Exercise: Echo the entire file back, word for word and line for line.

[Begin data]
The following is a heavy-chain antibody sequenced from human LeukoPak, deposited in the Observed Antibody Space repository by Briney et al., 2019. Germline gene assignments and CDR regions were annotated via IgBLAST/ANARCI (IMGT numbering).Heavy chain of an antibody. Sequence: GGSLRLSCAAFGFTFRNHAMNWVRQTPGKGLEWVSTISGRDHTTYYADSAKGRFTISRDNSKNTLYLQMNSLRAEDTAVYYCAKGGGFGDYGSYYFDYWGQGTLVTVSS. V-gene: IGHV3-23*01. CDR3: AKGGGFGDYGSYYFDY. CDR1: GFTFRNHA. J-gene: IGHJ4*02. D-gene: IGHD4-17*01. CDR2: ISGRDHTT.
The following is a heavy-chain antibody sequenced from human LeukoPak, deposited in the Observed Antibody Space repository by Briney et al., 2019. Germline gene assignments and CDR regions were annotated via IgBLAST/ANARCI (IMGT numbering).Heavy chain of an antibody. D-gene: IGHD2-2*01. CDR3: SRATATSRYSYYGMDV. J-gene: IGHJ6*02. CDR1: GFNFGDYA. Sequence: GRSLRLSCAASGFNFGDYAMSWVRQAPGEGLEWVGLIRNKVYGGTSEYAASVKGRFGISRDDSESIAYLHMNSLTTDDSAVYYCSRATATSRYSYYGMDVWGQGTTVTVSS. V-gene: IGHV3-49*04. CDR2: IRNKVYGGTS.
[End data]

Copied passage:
The following is a heavy-chain antibody sequenced from human LeukoPak, deposited in the Observed Antibody Space repository by Briney et al., 2019. Germline gene assignments and CDR regions were annotated via IgBLAST/ANARCI (IMGT numbering).Heavy chain of an antibody. Sequence: GGSLRLSCAAFGFTFRNHAMNWVRQTPGKGLEWVSTISGRDHTTYYADSAKGRFTISRDNSKNTLYLQMNSLRAEDTAVYYCAKGGGFGDYGSYYFDYWGQGTLVTVSS. V-gene: IGHV3-23*01. CDR3: AKGGGFGDYGSYYFDY. CDR1: GFTFRNHA. J-gene: IGHJ4*02. D-gene: IGHD4-17*01. CDR2: ISGRDHTT.
The following is a heavy-chain antibody sequenced from human LeukoPak, deposited in the Observed Antibody Space repository by Briney et al., 2019. Germline gene assignments and CDR regions were annotated via IgBLAST/ANARCI (IMGT numbering).Heavy chain of an antibody. D-gene: IGHD2-2*01. CDR3: SRATATSRYSYYGMDV. J-gene: IGHJ6*02. CDR1: GFNFGDYA. Sequence: GRSLRLSCAASGFNFGDYAMSWVRQAPGEGLEWVGLIRNKVYGGTSEYAASVKGRFGISRDDSESIAYLHMNSLTTDDSAVYYCSRATATSRYSYYGMDVWGQGTTVTVSS. V-gene: IGHV3-49*04. CDR2: IRNKVYGGTS.